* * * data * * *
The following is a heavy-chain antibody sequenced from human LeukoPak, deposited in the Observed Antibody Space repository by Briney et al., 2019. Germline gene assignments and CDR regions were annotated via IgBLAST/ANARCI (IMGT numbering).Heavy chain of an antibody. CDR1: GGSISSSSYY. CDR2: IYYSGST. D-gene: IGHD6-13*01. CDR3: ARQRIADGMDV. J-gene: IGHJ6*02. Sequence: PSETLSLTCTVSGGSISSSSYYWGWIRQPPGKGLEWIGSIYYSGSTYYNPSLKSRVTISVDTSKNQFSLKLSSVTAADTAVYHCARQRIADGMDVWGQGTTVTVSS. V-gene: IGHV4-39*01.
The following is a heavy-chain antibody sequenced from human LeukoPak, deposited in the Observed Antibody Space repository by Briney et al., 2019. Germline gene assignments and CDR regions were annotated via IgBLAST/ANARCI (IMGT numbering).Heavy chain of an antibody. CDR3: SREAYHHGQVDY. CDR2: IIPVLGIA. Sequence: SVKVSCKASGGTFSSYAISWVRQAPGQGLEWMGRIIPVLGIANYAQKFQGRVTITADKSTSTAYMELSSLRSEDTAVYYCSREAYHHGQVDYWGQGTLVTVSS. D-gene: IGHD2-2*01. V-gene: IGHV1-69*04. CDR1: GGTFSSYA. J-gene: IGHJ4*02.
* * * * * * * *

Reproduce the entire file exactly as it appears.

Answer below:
The following is a heavy-chain antibody sequenced from human LeukoPak, deposited in the Observed Antibody Space repository by Briney et al., 2019. Germline gene assignments and CDR regions were annotated via IgBLAST/ANARCI (IMGT numbering).Heavy chain of an antibody. CDR1: GGSISSSSYY. CDR2: IYYSGST. D-gene: IGHD6-13*01. CDR3: ARQRIADGMDV. J-gene: IGHJ6*02. Sequence: PSETLSLTCTVSGGSISSSSYYWGWIRQPPGKGLEWIGSIYYSGSTYYNPSLKSRVTISVDTSKNQFSLKLSSVTAADTAVYHCARQRIADGMDVWGQGTTVTVSS. V-gene: IGHV4-39*01.
The following is a heavy-chain antibody sequenced from human LeukoPak, deposited in the Observed Antibody Space repository by Briney et al., 2019. Germline gene assignments and CDR regions were annotated via IgBLAST/ANARCI (IMGT numbering).Heavy chain of an antibody. CDR3: SREAYHHGQVDY. CDR2: IIPVLGIA. Sequence: SVKVSCKASGGTFSSYAISWVRQAPGQGLEWMGRIIPVLGIANYAQKFQGRVTITADKSTSTAYMELSSLRSEDTAVYYCSREAYHHGQVDYWGQGTLVTVSS. D-gene: IGHD2-2*01. V-gene: IGHV1-69*04. CDR1: GGTFSSYA. J-gene: IGHJ4*02.